That can be off-putting to clients.

"Two days is not always the right pace," Mr. Conley said. Hadad's hoarding cleanup jobs can take days, weeks and even months, depending on the severity of the mess and the client's needs.

"Sometimes you know something needs to be thrown away, but the timing isn't right," Mr. Conley explained.

He recalled a particular chair in a client's home so caked with food and bodily fluids that the fabric no longer moved when somebody sat in it. Hadad waited until the last day to remove it, knowing it was among the client's most treasured possessions.

Embarrassment can also be a factor, Mr. Delaney said. Many clients are ashamed of the state of their home and have taken years to work up the courage to call a cleanup company.

"We make sure to tell them we've seen it all, there's nothing that can surprise us," he said. "We don't judge."

Hadad is careful to avoid putting the trash on the lawns, Mr. Conley said, in order to spare clients judgment from neighbors.

"You have to be a special kind of person," Mr. Chalmers explained. "At times, you're almost like a therapist."

In fact, hoarding is considered by many to be a psychological illness, similar in type to obsessive-compulsive disorder. There is a proposal to include it for the first time as a separate diagnosis, called "hoarding disorder," in the fifth edition of the Diagnostic and Statistical Manual of Mental Disorders.

Many hoarders also show symptoms of depression, post-traumatic stress disorder or personality disorders, and some suffer from delusions, like the woman that Hadad Services worked with who thought the hundreds of dead rats she kept in cages in her house were "hamsters."

"Almost all of them have gone through some kind of trauma that sent them into a downward spiral," said Mr. Conley, who lost both his father and stepfather over a two-year period when he was a teenager. "I think I have a unique ability to connect with these people because of my own past."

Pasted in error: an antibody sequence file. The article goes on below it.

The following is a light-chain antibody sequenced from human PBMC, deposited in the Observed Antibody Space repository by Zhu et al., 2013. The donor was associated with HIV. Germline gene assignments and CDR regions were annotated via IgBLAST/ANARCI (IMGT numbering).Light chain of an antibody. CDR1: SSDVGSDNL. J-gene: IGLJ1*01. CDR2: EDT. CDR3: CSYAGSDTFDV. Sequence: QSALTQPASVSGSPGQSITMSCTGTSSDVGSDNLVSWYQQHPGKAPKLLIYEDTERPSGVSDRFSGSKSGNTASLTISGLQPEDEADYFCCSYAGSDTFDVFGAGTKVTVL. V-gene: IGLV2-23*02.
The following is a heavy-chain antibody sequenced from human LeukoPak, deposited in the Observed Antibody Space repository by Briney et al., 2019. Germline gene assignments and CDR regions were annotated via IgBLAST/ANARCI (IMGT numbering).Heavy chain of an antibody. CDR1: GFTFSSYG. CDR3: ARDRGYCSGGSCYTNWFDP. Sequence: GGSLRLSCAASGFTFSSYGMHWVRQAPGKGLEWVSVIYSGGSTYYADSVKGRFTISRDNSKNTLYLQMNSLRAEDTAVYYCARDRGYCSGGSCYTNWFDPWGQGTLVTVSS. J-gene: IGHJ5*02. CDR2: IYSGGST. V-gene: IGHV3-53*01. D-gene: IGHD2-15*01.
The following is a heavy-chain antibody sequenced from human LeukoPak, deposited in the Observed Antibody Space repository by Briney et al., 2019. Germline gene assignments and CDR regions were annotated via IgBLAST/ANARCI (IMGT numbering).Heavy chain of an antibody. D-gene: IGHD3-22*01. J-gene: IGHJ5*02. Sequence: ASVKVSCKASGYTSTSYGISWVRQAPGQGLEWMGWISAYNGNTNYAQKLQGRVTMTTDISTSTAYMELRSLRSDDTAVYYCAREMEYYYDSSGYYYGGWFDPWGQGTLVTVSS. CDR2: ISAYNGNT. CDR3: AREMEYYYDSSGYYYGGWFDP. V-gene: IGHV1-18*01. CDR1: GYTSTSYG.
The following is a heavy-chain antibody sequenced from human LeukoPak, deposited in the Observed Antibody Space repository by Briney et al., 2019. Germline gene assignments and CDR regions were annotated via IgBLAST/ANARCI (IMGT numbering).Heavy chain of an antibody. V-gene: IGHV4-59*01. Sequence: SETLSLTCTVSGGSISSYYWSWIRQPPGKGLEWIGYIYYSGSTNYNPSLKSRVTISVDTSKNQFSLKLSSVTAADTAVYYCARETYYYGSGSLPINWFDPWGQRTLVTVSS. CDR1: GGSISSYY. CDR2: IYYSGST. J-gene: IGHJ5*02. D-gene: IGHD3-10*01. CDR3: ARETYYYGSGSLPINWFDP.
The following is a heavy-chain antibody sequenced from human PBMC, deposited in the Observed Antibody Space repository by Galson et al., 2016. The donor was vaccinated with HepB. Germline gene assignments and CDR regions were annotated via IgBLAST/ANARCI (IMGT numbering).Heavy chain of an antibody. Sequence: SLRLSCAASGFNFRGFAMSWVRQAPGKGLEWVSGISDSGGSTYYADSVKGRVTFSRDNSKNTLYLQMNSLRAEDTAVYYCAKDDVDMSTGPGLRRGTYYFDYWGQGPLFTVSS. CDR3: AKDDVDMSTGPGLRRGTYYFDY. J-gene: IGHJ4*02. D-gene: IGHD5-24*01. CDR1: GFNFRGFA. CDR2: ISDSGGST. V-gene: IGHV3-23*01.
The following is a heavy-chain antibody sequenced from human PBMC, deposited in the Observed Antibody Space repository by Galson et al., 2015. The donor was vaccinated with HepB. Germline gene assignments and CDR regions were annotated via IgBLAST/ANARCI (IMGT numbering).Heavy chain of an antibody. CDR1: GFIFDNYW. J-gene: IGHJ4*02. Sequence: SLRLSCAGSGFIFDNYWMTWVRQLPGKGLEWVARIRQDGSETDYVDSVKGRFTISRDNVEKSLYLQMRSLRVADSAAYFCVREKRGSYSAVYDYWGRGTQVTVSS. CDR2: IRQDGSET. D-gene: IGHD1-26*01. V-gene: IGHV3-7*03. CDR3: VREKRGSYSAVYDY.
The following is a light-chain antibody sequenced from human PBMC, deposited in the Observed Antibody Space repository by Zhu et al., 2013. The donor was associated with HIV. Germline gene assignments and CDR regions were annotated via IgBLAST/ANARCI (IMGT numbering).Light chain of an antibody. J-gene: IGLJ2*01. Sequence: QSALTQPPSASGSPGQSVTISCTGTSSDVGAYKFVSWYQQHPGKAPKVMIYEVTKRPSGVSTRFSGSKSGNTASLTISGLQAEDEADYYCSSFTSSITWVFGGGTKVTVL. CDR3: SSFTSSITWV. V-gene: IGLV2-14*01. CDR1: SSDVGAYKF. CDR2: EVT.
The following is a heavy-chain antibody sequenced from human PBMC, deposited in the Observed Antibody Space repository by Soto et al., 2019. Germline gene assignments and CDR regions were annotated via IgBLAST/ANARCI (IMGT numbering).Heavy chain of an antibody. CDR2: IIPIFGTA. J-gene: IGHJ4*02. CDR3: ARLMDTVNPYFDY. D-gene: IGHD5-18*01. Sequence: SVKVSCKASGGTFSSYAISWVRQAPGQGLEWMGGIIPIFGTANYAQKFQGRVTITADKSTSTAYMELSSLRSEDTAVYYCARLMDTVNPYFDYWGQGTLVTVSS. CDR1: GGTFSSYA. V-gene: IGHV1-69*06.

Hoarders are individuals, he stresses. "Every one is personal and unique," he said, and understanding clients' pasts and interests is an important step in the cleaning process.

When he learned one client was a huge fan of Elvis Presley, Mr. Conley filled a room with trinkets and cutouts of the King of Rock 'n' Roll, creating a safe space where she could stay while her home was emptied.

Mr. Delaney estimates that about half of Dash Bio-Recovery's cleanup jobs involve working directly with hoarders; the other half are assignments called in by family members and management companies looking for help with deceased hoarders' homes.

Some jobs are referred through the state Department of Health or the Department of Aging, usually after neighbors express concerns.

Mr. Conley remembers that dead-rat lady's next-door neighbor called to report dozens of rats "dancing on the counter tops" and "swinging on the drapes" of the house's kitchen. Other calls come from hoarders themselves who have realized their problem is out of control.

"It's just the tip of the iceberg," said Guillermo Cole, public information officer for the Allegheny County Health Department, of the 40 cases that the department handled in 2010. "Hoarders are very adept at hiding. There are probably far more cases that are never reported."

In Hadad's Wilkinsburg office, Mr. Conley and his family sifted through snapshots of houses that they had worked in over the years. Mr. Conley smiled fondly at a picture of a kitchen buried past the sink in mounds of trash and green glass bottles. It belonged, he explained, to 9,000-Heineken-bottle lady.

"She drank a lot," joked Karen Hadad-Edwards, Mr. Conley's mother, who also works at the business.

Ms. Hadad-Edwards knew that not only because of the empty bottles they had cleared from the woman's home; the two had also been out together for a celebratory drink one night. They were dancing to "New York, New York" when the woman grew angry and had to be taken home.

"She's one of those who I feel is probably back where she started," Ms. Hadad-Edwards said with a trace of disappointment.

Hadad Services offers its hoarding clients aftercare that allows the company to return weekly to their homes as a kind of maid service. Most don't have the money, or the motivation, to take the company up on it.

Just then, Mr. Conley got a text message from a friend: "Do you do really nasty cleanouts? Perhaps on the verge of biohazard?"

Mr. Conley laughed. "That's us."

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Molly Hensley-Clancy: mclancy@post-gazette.com or 412-263-1410. First Published July 1, 2012 4:00 AM